Corporate Governance needs help from Vedas, Upanishads and Bhagavad Gita



Sudden downfall of successful companies and their jailed bosses reading Holy Scriptures in prison is now a common phenomenon. Had these top leaders in industry taken to scriptures early they would have avoided the downfall and saved their employees. Dr S. Kannan, a Chennai-based chartered accountant, and author of ‘Vedic Management’ in an interview to D. Murali of The Hindu talks about the Corporate Governance and Indian Wisdom. He quotes from the Vedas, Upanishads, Bhagavad Gita and Samhitas which extol the need to be truthful, transparent and righteous in society.

Some excerpts from the highly thought provoking interview

What accounts for the sudden downfall of otherwise successful organisations? Are there any insights from the scriptures in this regard?

‘Vinasa kale viparita buddhih,’ which in Sanskrit means that when one is on the path of destruction, his mind gets perverted. ‘This happens due to the negative vasanas (inherent impressions) of a person which suddenly manifest and show the true colours,’ explains Dr S. Kannan.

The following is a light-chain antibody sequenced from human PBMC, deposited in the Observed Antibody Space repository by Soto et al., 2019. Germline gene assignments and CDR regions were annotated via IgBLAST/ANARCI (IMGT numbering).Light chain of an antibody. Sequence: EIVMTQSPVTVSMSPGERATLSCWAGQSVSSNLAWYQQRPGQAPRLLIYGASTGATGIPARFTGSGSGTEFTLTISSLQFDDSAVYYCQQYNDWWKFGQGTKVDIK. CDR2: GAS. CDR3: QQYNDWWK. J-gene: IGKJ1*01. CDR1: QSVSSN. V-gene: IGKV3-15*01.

Kings like Ravana and Duryodhana, though highly learned, powerful and wealthy, faced destruction finally when they went against dharma (righteousness). The great king Harischandra suffered a lot but emerged finally victorious as he remained steadfast and upheld truth at all costs.

In the organisational context, it is the top leader who either makes or breaks the organization. Hence a leader should master the art of proper self-management and abide by the moral and ethical values.

Can you list a few values that can be imbibed from our traditional literature as guidance for corporates?

The Vedas, which represent the storehouse of our ancient value systems, talk about the following key values as very important: (a) Satyam – Truth; (b) Tapah – Austerity; (c) Damah - Sense control; (d) Samah - Tranquility of mind; (e) Dharmah – Righteousness; (f) Danam – Charity; (g) Daya – Mercy; and (h) Nyasah – Renunciation.

You can read the rest of the article in the business section of the Hindu.

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